The Burlington (Vt.) Free Press, Sept. 11, 2013
President Barack Obama made his strongest national security argument to date for a military strike on Syria, but failed to satisfy key concerns about U.S. involvement in the civil war.
Americans were left with only the president's assurances that taking sides in yet another complex Middle East conflict would not give strength to extremists in the region.
Obama's Sept. 10 address on Syria had the marks of what was intended to be a powerful and urgent call to action undermined by the intrusion of last-minute events.
The president was expected to make his case on why Congress — and the American people — must back U.S. action to punish the regime of Syrian President Bashar al-Assad in the aftermath of a chemical weapons attack.
Instead, President Obama pleaded for patience to give time for a Russian deal to place Syrian chemical weapons under international monitoring to work out.
Complicating the situation is the current antagonism between the U.S. and Russia, especially Russian President Vladimir Putin, who is unlikely to put U.S. interests first.
The United States holds the Assad regime responsible for the Aug. 21 chemical weapons attack on rebel-held territory, action that Obama says calls for action.
Despite the hundreds of thousands killed and millions forced into exile in the two-year-old conflict, the chemical attacks left "the situation profoundly changed," Obama said.
Without an international response, "the Assad regime will see no reason to stop using chemical weapons," Obama said.
Weakening the ban on chemical weapons will lead to their proliferation and increased use, increasing the possibility that these weapons would fall into the hands of terrorists, the president said.
All good reasons to punish those who would use chemical weapons, but how to do so effectively?
Will a "targeted military strike" do the job? If not, what next? The president promises no U.S. military forced on the ground in Syria, but how far is this country willing to go?
And if the U.S. strike leads to Assad being overthrown, who will be left to rule Syria?
The president closed his speech with a powerful closing argument:
"America is not the world's policeman. Terrible things happen across the globe, and it is beyond our means to right every wrong. But when, with modest effort and risk, we can stop children from being gassed to death and thereby make our own children safer over the long run, I believe we should act. That's what makes America different. That's what makes us exceptional."
So the president's message is, "we should act," but not quite yet.
The News Times of Danbury (Conn.) Sept. 12, 2013
Distracted driving has long been the cause of motor vehicle accidents, too many of them resulting in fatalities.
Many a motorist has taken his or her focus off the roadway to eat, drink, talk, light a cigarette, turn on the radio, change clothes — you name it.
But in recent years, distracted driving has been elevated to a more serious, more deadly level.
In the digital era, the proliferation of cellphone use — and now texting — has turned many a motor vehicle into a deadly weapon.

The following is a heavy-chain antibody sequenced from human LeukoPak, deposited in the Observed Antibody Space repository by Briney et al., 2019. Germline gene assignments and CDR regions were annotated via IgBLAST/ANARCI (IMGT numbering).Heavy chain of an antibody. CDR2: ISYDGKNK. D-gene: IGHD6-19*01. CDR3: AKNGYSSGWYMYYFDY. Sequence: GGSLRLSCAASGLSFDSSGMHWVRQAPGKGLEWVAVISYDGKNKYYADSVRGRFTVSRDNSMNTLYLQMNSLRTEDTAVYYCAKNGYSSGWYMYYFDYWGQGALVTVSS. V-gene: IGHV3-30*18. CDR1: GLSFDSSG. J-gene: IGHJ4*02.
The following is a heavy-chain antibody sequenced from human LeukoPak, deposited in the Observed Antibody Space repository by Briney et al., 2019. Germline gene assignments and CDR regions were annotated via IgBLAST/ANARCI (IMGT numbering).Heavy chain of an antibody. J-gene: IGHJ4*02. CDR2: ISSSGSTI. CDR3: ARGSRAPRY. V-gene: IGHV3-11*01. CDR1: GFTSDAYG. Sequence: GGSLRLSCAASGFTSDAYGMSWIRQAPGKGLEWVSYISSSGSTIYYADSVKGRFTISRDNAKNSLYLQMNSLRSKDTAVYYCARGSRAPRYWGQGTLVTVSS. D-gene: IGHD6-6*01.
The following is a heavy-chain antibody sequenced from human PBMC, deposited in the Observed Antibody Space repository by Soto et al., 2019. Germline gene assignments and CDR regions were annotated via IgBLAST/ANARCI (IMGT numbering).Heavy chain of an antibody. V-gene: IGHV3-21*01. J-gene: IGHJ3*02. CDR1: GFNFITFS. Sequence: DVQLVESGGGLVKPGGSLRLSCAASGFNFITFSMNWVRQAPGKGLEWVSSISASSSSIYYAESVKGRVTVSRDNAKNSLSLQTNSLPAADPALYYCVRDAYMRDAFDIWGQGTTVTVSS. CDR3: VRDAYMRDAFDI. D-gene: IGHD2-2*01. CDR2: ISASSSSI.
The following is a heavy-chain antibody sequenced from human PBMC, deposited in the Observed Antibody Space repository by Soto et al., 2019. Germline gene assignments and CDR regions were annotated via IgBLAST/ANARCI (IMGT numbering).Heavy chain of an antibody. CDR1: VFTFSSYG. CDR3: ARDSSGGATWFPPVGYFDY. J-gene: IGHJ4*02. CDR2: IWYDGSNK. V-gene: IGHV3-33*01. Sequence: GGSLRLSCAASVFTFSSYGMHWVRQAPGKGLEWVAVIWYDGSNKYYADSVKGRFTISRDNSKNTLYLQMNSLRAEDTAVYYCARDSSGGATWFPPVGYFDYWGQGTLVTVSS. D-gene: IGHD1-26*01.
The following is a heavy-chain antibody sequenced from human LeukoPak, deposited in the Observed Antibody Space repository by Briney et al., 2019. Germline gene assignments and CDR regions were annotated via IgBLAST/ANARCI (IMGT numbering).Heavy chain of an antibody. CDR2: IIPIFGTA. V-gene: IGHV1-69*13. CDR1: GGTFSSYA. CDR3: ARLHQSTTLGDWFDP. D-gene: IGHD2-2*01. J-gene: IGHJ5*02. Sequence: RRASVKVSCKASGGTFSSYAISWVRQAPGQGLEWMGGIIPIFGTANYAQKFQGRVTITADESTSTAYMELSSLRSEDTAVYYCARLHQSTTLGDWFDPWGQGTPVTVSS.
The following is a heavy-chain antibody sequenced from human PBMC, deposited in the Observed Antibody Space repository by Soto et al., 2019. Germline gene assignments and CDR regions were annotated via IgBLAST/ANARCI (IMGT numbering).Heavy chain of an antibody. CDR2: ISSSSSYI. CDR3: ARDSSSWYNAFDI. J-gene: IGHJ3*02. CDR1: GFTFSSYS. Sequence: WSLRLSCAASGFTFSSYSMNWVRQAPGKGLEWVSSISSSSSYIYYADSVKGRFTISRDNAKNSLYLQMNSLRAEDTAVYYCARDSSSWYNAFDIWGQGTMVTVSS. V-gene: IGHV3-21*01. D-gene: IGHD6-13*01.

About 3,000 people a year are killed in distracted driving accidents in the United States, with the lion's share of those fatalities attributed to cellphone use or texting.
That is tragic. It is outrageous. And it is likely that virtually every one of those crashes could have been avoided.
We have seen enough.
We believe it is high time for motorists to stop talking on the cellphone while operating a motor vehicle and to stop texting while driving.
We believe it is time for law enforcement officials to crack down on the motorists who persist in breaking the law — and endangering others on the highway.
We believe it is time for society to place a sharp focus on this serious issue and dramatically decrease the number of deaths caused by the use of cellphones and texting.
So we are pleased with the attention being given to the problem in Connecticut, and particularly in this part of the state.
Connecticut is one of just two states to receive a federal grant and participate in a program aimed at providing high-visibility enforcement of distracted driving laws. And this region was designated the focal area for that project, with seven Greater Danbury police departments participating.
In addition, a new state law designed to reduce the use of cellphones and texting while driving will go into effect Oct. 1.
State Rep. David Scribner, whose 107th District includes Brookfield and parts of Bethel and Danbury, was the primary architect of the new law, which among other things will increase the fines to $150 for the first violation, $300 for a second infraction and $500 for all subsequent abuses of the law.
There is no cure-all for distracted driving, and the scary reality is that the digital present — and future — could lead to even more careless driving.
But nearly every distracted driving crash is avoidable, and the number of accidents and fatalities can indeed be reduced through a societal team effort.
We call on every motorist to put a self-ban on the use of the cellphone and texting while driving.
We urge passengers in the vehicle to use their influence to put a stop to any form of distracted driving.
And we hope the new distracted driving law, increased enforcement, and greater awareness of the dangers of cellphone use and texting while driving will dramatically reduce the number of crashes and deaths.